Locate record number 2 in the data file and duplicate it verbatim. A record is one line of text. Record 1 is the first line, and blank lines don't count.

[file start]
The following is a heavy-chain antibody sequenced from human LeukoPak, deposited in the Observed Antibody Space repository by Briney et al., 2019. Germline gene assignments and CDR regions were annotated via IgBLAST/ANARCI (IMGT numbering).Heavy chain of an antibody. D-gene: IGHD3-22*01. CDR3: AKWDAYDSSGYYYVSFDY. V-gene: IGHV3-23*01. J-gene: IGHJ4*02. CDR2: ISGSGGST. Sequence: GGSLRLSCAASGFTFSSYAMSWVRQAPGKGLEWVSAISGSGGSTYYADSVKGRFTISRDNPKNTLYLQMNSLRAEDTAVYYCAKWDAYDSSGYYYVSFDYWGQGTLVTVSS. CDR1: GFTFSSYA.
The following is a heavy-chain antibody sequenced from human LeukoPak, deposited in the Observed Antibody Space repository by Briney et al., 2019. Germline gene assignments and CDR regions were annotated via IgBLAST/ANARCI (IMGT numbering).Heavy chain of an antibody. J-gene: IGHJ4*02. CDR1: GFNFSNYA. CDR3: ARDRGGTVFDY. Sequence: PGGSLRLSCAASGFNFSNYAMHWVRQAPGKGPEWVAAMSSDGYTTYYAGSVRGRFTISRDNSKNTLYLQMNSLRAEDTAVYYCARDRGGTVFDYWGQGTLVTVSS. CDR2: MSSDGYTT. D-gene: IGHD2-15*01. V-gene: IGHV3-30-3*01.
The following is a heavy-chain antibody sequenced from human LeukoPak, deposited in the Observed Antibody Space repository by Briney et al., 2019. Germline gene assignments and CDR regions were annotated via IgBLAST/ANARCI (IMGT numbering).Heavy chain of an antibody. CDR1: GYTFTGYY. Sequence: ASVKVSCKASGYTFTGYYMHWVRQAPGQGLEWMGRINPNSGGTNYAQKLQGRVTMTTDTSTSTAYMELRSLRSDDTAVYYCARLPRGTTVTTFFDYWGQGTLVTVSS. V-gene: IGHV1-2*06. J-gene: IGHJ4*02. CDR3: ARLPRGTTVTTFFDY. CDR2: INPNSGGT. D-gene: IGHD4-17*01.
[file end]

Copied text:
The following is a heavy-chain antibody sequenced from human LeukoPak, deposited in the Observed Antibody Space repository by Briney et al., 2019. Germline gene assignments and CDR regions were annotated via IgBLAST/ANARCI (IMGT numbering).Heavy chain of an antibody. J-gene: IGHJ4*02. CDR1: GFNFSNYA. CDR3: ARDRGGTVFDY. Sequence: PGGSLRLSCAASGFNFSNYAMHWVRQAPGKGPEWVAAMSSDGYTTYYAGSVRGRFTISRDNSKNTLYLQMNSLRAEDTAVYYCARDRGGTVFDYWGQGTLVTVSS. CDR2: MSSDGYTT. D-gene: IGHD2-15*01. V-gene: IGHV3-30-3*01.